Sunday, March 27, 2011

On the High Steel: Writing as Instinct

Last night, I happened to tune in to the middle of a PBS documentary about the construction of Worldwide Plaza, a Manhattan skyscraper built in the late 1980s. While the material was dated, it contained some timeless lessons.

One of the story-lines in the film followed a group of Native Americans who earned their living as ironworkers. The footage of these men plying their trade was breathtaking—though not in the aesthetic sense. As a massive crane lowered steel I-beams into place, the ironworkers strolled along girders some 40 stories above the street, without any safety lines or net of any kind. Watching them, it seemed to me that this fearlessness came from a life spent doing their work—practicing their craft—over and over, until it became instinct or habit.

I've found the same to be true of my writing—that is, when it's going well. I wonder if other writers share my experience.

Please share your comments.

Thursday, March 24, 2011

Grand Central Oyster Bar, 1918

The best shucker came from a landlocked kingdom. Not that it mattered. To Erno Nagy, an oyster was a puzzle to be solved with his hands, a blunt-tipped knife and a second or two of thought. There was a rhythm to the work that carried him through his shift. Cup the oyster in his left hand, ease the knife between the shells with his right, twist, then lay the glistening morsel in its luminous bed on a platter of crushed ice. On his first day, it had taken him ten minutes to open a single oyster; now he could open three times that many in the same time.
            The months of his apprenticeship were spent opening crates marked Orient Point and Cutchogue, then shouldering the buckets of crenellated shells to the line of shuckers who worked behind the counter in wet aprons. The glazed yellow tiles of the vaulted ceiling carried their whispered jokes to the other side of the hall, where Erno would stop to knead the muscles of his back between trips to the basement.
            But, today, Erno was at the head of the line with three other shuckers to his right: a Pole, a Bohemian, and a fellow Hungarian. This position and his callused handshake were a source of pride to be savored, like the weight of a coin kept in his pocket while he walked from the subway to the fifth floor Yorkville walkup where his sweet Lina waited for him with a pot of tripe stew...

Saturday, March 19, 2011

Sand Trap

Big mistake--playing Glencroft with Mr. Tanaka. Huge mistake. Didn’t make sense from a logic standpoint. I was already shelling out $25,000 a year for my membership at High Meadow and could read most of the greens like comic books. They served a decent prime rib, kept a stash of Cubans in a walk-in humidor; we could have had the newly renovated Fairway Room to ourselves.
     But Tanaka was the one with his finger on the PLAY button; the decision--any decision--was his to make. After 16 months of bowing and gifts, his assistant hinted that Tanaka-san might be ready to discuss our relationship in slightly more formal terms. I took it as a solid maybe.
     For eight months I’d been hanging it out there with him on a seniors housing development planned for what was left of Pease Air Force Base; we were going to condo the hangars, convert the airstrip to shuffleboard courts, make a killing on a lot of people’s Golden Years.
     I spent my days skimming Sun Tzu for ways to breach the walls of innuendo, wearing two watches so I could work the time zones and slip sock-footed into Tanaka’s schedule. My status reports on the project became the highlight of the firm’s weekly business development meetings, anticipated like a favorite sitcom, my excuses quoted on express trains to Larchmont and New Canaan. Some joker even put up a chart in the conference room that measured my progress in grains of rice.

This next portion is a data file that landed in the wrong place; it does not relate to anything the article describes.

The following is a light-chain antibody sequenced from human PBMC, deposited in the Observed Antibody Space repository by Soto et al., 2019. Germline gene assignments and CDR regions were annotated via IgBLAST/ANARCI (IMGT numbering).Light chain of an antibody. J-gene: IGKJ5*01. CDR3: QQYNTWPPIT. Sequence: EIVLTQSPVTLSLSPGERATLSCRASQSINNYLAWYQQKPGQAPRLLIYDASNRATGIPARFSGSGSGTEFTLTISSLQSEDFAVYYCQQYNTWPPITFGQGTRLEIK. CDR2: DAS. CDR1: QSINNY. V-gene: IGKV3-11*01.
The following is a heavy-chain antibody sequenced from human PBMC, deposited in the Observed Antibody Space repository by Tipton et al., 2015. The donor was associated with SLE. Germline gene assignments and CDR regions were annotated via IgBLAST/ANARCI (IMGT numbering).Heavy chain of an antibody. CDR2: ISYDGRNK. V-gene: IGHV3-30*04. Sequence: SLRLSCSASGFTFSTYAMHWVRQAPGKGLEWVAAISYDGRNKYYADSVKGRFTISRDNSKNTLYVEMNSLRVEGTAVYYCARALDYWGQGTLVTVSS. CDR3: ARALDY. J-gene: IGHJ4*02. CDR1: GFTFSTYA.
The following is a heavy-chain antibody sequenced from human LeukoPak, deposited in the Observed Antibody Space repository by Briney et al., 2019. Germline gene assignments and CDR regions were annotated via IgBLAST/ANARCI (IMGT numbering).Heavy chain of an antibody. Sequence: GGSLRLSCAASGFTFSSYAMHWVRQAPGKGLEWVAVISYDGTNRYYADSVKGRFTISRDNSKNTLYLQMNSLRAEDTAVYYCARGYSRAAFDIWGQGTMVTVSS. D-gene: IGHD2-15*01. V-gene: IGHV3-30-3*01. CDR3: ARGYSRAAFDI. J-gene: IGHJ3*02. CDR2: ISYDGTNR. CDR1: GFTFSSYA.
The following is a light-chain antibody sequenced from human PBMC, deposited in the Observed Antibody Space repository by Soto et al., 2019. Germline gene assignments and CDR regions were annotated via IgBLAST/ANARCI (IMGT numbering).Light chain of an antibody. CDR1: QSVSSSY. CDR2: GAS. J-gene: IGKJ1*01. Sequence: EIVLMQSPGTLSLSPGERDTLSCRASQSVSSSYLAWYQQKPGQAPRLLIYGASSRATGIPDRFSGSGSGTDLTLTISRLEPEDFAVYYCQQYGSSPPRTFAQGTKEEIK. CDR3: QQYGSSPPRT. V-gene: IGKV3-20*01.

I was backing out of a sit-down with the Managing Director when my secretary told me Tanaka’s assistant was on the line. Tanaka-san would be in New York for three days; he looked forward to playing golf at the famous Glencroft Country Club on the morning of the 21st. Tanaka-san sent his regards.
     I thanked his number two in Berlitz Japanese and began clearing my calendar for the golf outing. I wasn’t about to torpedo the financing on the Millenium Estates deal.
     A brief word about my career at that point: Lady Luck was out of town, so to speak. Hadn’t left any forwarding address either. Bottom line: my numbers for the year were a little soft. Not that I was rattled. Like I told the MD, Babe Ruth was the home run king and the strike-out king. It was all just a matter of swinging like hell; for the Babe, it was a Louisville Slugger.
     In my case, it was a bag of Calloways...

Sunday, March 13, 2011

Law of Nature

Hip boots. The man's boots are muddy, caked to the knees. A clammer.

Bennett sees the bird when the man comes out from the trees. The guy has an osprey. Bennett can tell that just by looking at the body. Smallish. A second-year male. Its wings are splayed open like a broken umbrella.

Bennett hangs up the phone right then, with three numbers still left to dial, hoping like hell it's road kill, something the guy's picked up along 129, down where it runs along the tidal flats. If not, he's got a violation on his hands, and he's in no mood for paperwork. Not at 4:27 on a June afternoon. Not with less than a week until his retirement.

The clammer stands there, not far from the trailer now, kicking at the pine needles, just holding the thing.

Bennett gets up from the card table and raps at the window, waving the guy over. The clammer still doesn't move. The osprey sways in his hand; a breeze riffles the dark wing feathers like a deck of cards.

Bennett thinks twice about bringing the regulation book out with him, then changes his mind. The aluminum door smacks behind him.

"I take it there's a good reason you're in possession of that bird," he says, not bothering to flash his I.D. "That's an osprey, you know. Protected species. Means it's got me and the Feds looking after it."

The clammer touches the bill of his cap and backs up a step, holding the osprey like a birthday gift.

Bennett notices the osprey's talons above the man's fist: a bouquet of thorns.